Wednesday, August 3, 2011

Relationships: How Does Bipolar Figure Into It?

I’ve spent the last few days working on a talk I will be giving here in San Diego to the International Bipolar Foundation on Thursday, Sept 8. My talk will be on relationships, which I am an expert in, having been in and out of two marriages. Let’s pick up on the action, two-thirds into my rough draft ...

Okay, let’s throw bipolar into the equation. Same stressful situation. Who is the one likely to freak out? The so-called normal one or the one with bipolar?

How many think the one with bipolar?

Okay, stress looms large in bipolar. We have genetically vulnerable brains. We are hardwired to over-react to what goes on around us. In times of stress, our limbic systems are over-activated. Our prefrontal cortex tends to go off-line.

Also, our brains have difficulty filtering out the world around us. We get overwhelmed very quickly.

Can anyone make a case for the so-called normal one freaking out?

Keep in mind, crazy people don’t have a monopoly on freaking out. Freaking out is a perfectly normal response to stress. So, can you imagine situations where the normal person is the one freaking out and the person with bipolar is as cool as a cucumber?

I can imagine a bunch of them. Keep in mind, crazy is normal to us. We’re used to disasters and to facing challenges. When our world comes crashing down on us, it’s often no big deal. Paradoxically, we are often in far better shape to deal with the situation.

This isn’t just some wacky idea of mine. Nassir Ghaemi in his new book, A First-Rate Madness, contends that a life-time without being tested leaves one ill-prepared to handle crisis. The great leaders have never had that problem. Think - Lincoln, Churchill, Gandhi, Martin Luther King.

Also, a lot of us think and perceive differently. We connect dots in very unusual ways and come up with amazingly creative ways of looking at situations. Often, this means solutions present themselves in an instant - as events unfold - so there is no crisis to begin with. No reason to freak out for us.

But this ability to think and perceive differently also works the other way for us. We can sniff out bad stuff well before it happens. Contrary to what many may believe, we don’t simply get excited over nothing.   

Rather than look at people as normal vs crazy, I look at people as linear vs non-linear.

This is the way most people think most of the time:

This is the way a lot of people like me think a lot of the time:

So what’s four like? Depends. Everything may be okay. Or it could be a good reason to freak out.

What’s 28 like? Same thing. Depends. Could be okay. Perhaps reason to freak out.

So, here we are. Same situation. Two completely different brains.

We are never going to see eye to eye. You’re reacting to 4. I’m reacting to 28. How do you think that’s going to work?

So - third rule of relationships.

If you perceived the same stuff the other person did, you might be freaking out even worse.

Unfortunately for us non-linear people, the linear people are in the majority. We have to conform to their world. Their world is totally stupid and makes no sense to me, but there you go - I have no choice but to try to fit in.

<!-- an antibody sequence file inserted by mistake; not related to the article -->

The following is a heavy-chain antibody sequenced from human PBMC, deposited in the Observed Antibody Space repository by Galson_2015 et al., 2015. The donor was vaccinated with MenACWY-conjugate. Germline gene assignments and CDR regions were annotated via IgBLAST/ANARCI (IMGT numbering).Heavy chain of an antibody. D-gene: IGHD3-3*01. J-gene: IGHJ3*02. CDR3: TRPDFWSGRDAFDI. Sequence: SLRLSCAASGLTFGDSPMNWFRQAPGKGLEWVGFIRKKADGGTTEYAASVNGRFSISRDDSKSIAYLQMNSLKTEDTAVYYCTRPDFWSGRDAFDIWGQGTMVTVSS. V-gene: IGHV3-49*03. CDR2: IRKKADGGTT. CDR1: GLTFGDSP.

As I like to joke: We're peanut butter people trying to fit into a tofu world governed by Vulcans.

International Bipolar Foundation
Lecture: Relationships and Coping with the Day-to-Day Stuff

5:30-6:00- SOCIAL
6:45-7:00- Q & A
Sanford Children's Research Center, Building 12
10905 Road to Cure, San Diego 92121


Myke said...

Love this. I'd love to see the whole piece once it comes together. Thanks for posting!

John McManamy said...

Hey, Myke. Glad you enjoyed this. I'd love to see the whole piece when it comes together, too! :)

Addy Bell said...

Sometimes I think it's a question of perspective. For instance, my husband is "normally brained". He starts to freak out if we need to take money out of savings to pay the bills, because it means we're spending too much money.

Me, well, I've been suicidal. I've been psychotic. I've been too poor to buy enough food to meet my daily caloric needs. Yeah, it's a good thing to have savings, but ... come on.

Lizabeth said...

Hey John--I'd love to see how the talk works out too. I have BP2, my husband has unipolar major depression so neither one of us fits the 'normal' mode. He is much more pessimistic about events than I am and gets upset when he can't do his job---Masters in Natural Resources Management--the way he thinks it should be done. And he is a Federal Employee so the past week--well stressful doesn't begin to describe it.
I, on the other hand, tend to be much more pessimistic about people and any organization labeled 'big' or anyone labeled 'rich'.
So, is it our mental health or our life experiences? I also tend to see some things people think of a real as symbols---like money. Maybe thats how I 48.

Martin said...

Hi John
I find this idea of Ghaemi and yours really encouraging. I've read something from you on it before.

I agree that your early sufferings can give you a valuable perspective and the ability to meet difficulties head on.

I had some tough teenage years and from then on I've always been a pessimist. It's a running joke amongst my family and friends.

So, it's no wonder that I suffer from depression - or so say all and sundry, including doctor, psychologist and so on. The answer is of course to change my thinking, apparently.

Well maybe so. Or just maybe I'm right when I take negative view of of a lot of things - because lots of things are just cr@p.

No doubt there is a balance to strike, but I simply can't buy in to the whole CBT idea that you have to temper your reaction to everything and always take a balanced view.

Sometimes you've got to recognize the cr@p for what it is and unbalanced is the right response.